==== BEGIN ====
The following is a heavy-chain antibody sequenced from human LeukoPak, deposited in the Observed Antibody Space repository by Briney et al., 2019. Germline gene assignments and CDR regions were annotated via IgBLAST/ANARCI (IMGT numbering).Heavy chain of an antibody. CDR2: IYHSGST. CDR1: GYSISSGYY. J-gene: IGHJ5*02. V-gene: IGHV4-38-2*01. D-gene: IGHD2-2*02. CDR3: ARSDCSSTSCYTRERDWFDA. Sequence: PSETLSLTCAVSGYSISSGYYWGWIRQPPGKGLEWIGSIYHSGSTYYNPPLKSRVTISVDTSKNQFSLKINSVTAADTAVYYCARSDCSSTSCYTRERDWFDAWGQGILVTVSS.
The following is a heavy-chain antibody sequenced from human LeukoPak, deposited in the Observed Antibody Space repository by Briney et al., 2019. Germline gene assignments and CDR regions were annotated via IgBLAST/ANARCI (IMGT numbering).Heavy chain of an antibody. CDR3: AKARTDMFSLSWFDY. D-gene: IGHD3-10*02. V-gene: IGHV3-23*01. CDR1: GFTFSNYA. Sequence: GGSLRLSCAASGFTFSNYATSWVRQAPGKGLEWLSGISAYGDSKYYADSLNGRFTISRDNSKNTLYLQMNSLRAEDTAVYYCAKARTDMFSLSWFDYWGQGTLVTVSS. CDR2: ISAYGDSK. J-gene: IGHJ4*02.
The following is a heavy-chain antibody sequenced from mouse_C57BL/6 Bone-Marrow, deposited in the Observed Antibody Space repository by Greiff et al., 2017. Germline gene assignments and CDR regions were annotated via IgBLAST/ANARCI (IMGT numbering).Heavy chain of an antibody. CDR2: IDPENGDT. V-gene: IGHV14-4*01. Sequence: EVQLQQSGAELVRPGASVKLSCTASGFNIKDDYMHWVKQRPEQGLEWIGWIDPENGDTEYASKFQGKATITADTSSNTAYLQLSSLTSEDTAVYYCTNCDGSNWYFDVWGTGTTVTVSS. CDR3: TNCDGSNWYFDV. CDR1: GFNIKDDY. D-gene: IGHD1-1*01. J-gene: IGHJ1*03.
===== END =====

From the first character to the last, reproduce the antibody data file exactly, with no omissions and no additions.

The following is a heavy-chain antibody sequenced from human LeukoPak, deposited in the Observed Antibody Space repository by Briney et al., 2019. Germline gene assignments and CDR regions were annotated via IgBLAST/ANARCI (IMGT numbering).Heavy chain of an antibody. CDR2: IYHSGST. CDR1: GYSISSGYY. J-gene: IGHJ5*02. V-gene: IGHV4-38-2*01. D-gene: IGHD2-2*02. CDR3: ARSDCSSTSCYTRERDWFDA. Sequence: PSETLSLTCAVSGYSISSGYYWGWIRQPPGKGLEWIGSIYHSGSTYYNPPLKSRVTISVDTSKNQFSLKINSVTAADTAVYYCARSDCSSTSCYTRERDWFDAWGQGILVTVSS.
The following is a heavy-chain antibody sequenced from human LeukoPak, deposited in the Observed Antibody Space repository by Briney et al., 2019. Germline gene assignments and CDR regions were annotated via IgBLAST/ANARCI (IMGT numbering).Heavy chain of an antibody. CDR3: AKARTDMFSLSWFDY. D-gene: IGHD3-10*02. V-gene: IGHV3-23*01. CDR1: GFTFSNYA. Sequence: GGSLRLSCAASGFTFSNYATSWVRQAPGKGLEWLSGISAYGDSKYYADSLNGRFTISRDNSKNTLYLQMNSLRAEDTAVYYCAKARTDMFSLSWFDYWGQGTLVTVSS. CDR2: ISAYGDSK. J-gene: IGHJ4*02.
The following is a heavy-chain antibody sequenced from mouse_C57BL/6 Bone-Marrow, deposited in the Observed Antibody Space repository by Greiff et al., 2017. Germline gene assignments and CDR regions were annotated via IgBLAST/ANARCI (IMGT numbering).Heavy chain of an antibody. CDR2: IDPENGDT. V-gene: IGHV14-4*01. Sequence: EVQLQQSGAELVRPGASVKLSCTASGFNIKDDYMHWVKQRPEQGLEWIGWIDPENGDTEYASKFQGKATITADTSSNTAYLQLSSLTSEDTAVYYCTNCDGSNWYFDVWGTGTTVTVSS. CDR3: TNCDGSNWYFDV. CDR1: GFNIKDDY. D-gene: IGHD1-1*01. J-gene: IGHJ1*03.